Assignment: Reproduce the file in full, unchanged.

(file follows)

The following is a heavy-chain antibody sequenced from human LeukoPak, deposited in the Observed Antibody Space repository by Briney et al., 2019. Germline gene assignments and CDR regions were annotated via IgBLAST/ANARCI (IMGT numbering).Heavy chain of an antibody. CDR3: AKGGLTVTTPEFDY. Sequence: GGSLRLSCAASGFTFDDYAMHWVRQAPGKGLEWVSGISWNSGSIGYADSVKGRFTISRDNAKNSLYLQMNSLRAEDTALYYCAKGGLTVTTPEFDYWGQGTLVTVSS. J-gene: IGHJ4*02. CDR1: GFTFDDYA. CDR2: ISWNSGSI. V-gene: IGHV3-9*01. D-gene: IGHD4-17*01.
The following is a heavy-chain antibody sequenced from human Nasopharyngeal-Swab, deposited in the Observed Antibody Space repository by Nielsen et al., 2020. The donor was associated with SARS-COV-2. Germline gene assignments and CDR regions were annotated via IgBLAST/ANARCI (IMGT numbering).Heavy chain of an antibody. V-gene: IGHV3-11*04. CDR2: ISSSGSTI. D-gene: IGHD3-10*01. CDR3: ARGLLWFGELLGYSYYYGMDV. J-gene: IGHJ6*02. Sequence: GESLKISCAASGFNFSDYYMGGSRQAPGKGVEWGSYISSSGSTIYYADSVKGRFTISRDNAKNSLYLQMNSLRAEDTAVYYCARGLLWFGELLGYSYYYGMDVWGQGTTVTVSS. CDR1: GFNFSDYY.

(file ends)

The following is a heavy-chain antibody sequenced from human LeukoPak, deposited in the Observed Antibody Space repository by Briney et al., 2019. Germline gene assignments and CDR regions were annotated via IgBLAST/ANARCI (IMGT numbering).Heavy chain of an antibody. CDR3: AKGGLTVTTPEFDY. Sequence: GGSLRLSCAASGFTFDDYAMHWVRQAPGKGLEWVSGISWNSGSIGYADSVKGRFTISRDNAKNSLYLQMNSLRAEDTALYYCAKGGLTVTTPEFDYWGQGTLVTVSS. J-gene: IGHJ4*02. CDR1: GFTFDDYA. CDR2: ISWNSGSI. V-gene: IGHV3-9*01. D-gene: IGHD4-17*01.
The following is a heavy-chain antibody sequenced from human Nasopharyngeal-Swab, deposited in the Observed Antibody Space repository by Nielsen et al., 2020. The donor was associated with SARS-COV-2. Germline gene assignments and CDR regions were annotated via IgBLAST/ANARCI (IMGT numbering).Heavy chain of an antibody. V-gene: IGHV3-11*04. CDR2: ISSSGSTI. D-gene: IGHD3-10*01. CDR3: ARGLLWFGELLGYSYYYGMDV. J-gene: IGHJ6*02. Sequence: GESLKISCAASGFNFSDYYMGGSRQAPGKGVEWGSYISSSGSTIYYADSVKGRFTISRDNAKNSLYLQMNSLRAEDTAVYYCARGLLWFGELLGYSYYYGMDVWGQGTTVTVSS. CDR1: GFNFSDYY.